As a college student interested in foreign policy and grand strategy, I applied for the AEI Values & Capitalism Summer Honors Program searching for ways to incorporate my Christian faith into my approach to international relations and armed conflict. While I left with still more questions than answers, I gained valuable insight into how Christians throughout history have approached these topics. Of the documents covered during my “Christian Faith and American Foreign Policy” class at AEI, which was taught by Dr. Will Inboden, I found St. Augustine’s City of God to provide the most insight.
In Book XIX, Augustine examines the ends of war, eventually concluding that the “ultimate purpose of war” is peace. Yet, because men are subject to competing and irreconcilable interests, they fight to ensure that a post-war peace is “the kind of peace they wish for” (866).
Reading Augustine’s argument presented me with another crucial question: why is war fought at all? Augustine’s answer, as mentioned above, is to decide which vision of post-war peace will triumph. Somewhat remarkably, his assessment resembles that made by Clausewitz in his landmark work On War. In famously labeling war “the continuation of politics by other means,” Clausewitz notes that war features a set of political objectives which it aims to fulfill (Book 1 Ch. 1).
Taken together, Augustine and Clausewitz argue that war must never be thought of as an end in itself. Instead, war should be viewed in terms of the specific policy goals that each side wishes to accomplish. Yet, as Augustine notes, not all of men’s visions of the future are equally desirable, nor are they equally just. Some men seek “to impose [their] own dominion on fellow men, in place of God’s rule,” Augustine explains. “Compared with the peace of the just,” he continues, “the peace of the unjust…is not worthy even of the name of peace” (869).
Given his remarks in City of God, Augustine is often considered the original just war theorist. However, according to his theory, war results when men, unwilling to compromise, cling to differing visions for post-war peace. If disagreements over the goodness or justice of post-war outcomes drives war, then what defines a just peace?
First, a just peace protects human dignity and freedom.
Despite increasing tensions within American society, the belief in a sense of shared inherent human dignity unites virtually all Christians with a variety of secular groups. However, making this idea a reality in foreign policy can be exceptionally challenging. Policymakers must grapple with how to reconcile their responsibility to serve their constituents with a broader obligation to promote human life, liberty, and happiness. This charge also mandates that decision-makers minimize the use of military force. A nation’s leaders have a variety of economic and diplomatic tools at their disposal. Before taking a human life, decision-makers should exhaust all other available means to accomplish their desired ends.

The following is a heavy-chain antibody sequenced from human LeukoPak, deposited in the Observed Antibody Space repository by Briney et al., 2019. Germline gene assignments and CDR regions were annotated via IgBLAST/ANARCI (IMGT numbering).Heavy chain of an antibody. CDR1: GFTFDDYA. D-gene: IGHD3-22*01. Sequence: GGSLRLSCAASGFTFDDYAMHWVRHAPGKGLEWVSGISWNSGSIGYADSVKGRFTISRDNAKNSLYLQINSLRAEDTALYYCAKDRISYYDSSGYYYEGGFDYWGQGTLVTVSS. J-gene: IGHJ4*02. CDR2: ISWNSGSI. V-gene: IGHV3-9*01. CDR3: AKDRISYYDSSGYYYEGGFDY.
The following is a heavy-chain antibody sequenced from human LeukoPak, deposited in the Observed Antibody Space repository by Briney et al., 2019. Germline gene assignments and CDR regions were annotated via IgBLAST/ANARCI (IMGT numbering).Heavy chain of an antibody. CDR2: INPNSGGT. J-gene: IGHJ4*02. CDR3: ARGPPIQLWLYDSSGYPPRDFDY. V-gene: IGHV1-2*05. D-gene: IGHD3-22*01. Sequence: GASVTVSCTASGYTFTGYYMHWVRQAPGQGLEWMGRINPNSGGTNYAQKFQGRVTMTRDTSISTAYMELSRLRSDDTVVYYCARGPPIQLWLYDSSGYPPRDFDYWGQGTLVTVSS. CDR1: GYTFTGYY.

Second, a just peace preserves order.
Since 1945, America, along with other western democracies, has worked to create a series of institutions that bring order to an otherwise anarchical international system. Though this system (often referred to as the “liberal international order”) is imperfect in many ways, its implementation has allowed for peaceful dispute adjudication, promoted international cooperation, and condemned wanton aggression. For these reasons, America should not completely abandon the liberal international order, despite the prevalence of “free-riding” states that benefit from the system while contributing little. At a time when “revisionist regimes” seek to rework the world order for their benefit, America should strengthen and defend existing international institutions.
Third, a just peace is vigilant.
Following the collapse of the Soviet Union, America’s foreign policy decision-makers enthusiastically welcomed in the dawn of a “unipolar moment.” Most emblematic of the era’s rampant idealism was Francis Fukuyama’s pronouncement of “the end of history.” The victory of Western democratic capitalism over socialism and authoritarianism, Fukuyama argued, offered a final verdict on the age-old question of how humans should govern themselves.
Yet–perhaps unsurprisingly–American idealism quickly faded. The humanitarian crises in Rwanda and the Balkans in the 1990’s, the rise of global terrorism in the early 2000’s, and the return of widespread authoritarianism in the 2010’s demonstrated that a widespread peace will rarely go unchallenged. These examples demonstrate that, even amidst relative peace, justice must be actively pursued if it is to be maintained.
“The stubbornness of human selfishness makes the achievement of justice in human society no easy matter,” explains 20th century theologian and international relations theorist Reinhold Niebuhr. “Where there is sin and selfishness,” he adds, “there must also be a struggle for justice” (Christian Faith and the World Crisis, 149).
Overall, my most important takeaway from AEI was a perspective shift. Rather than solely contemplating what constitutes just war, I also began to reflect on what constitutes just peace. In 1 Timothy 2:1, Paul describes the role of government as the guarantor of “a peaceful and quiet life” for its citizens. By promoting international cooperation and discouraging conflict, the liberal order has fulfilled this task relatively well. Therefore, as America works to promote a just peace for those at home and abroad, it should work to reform and strengthen the institutions that have promoted human dignity and brought some order to the international system.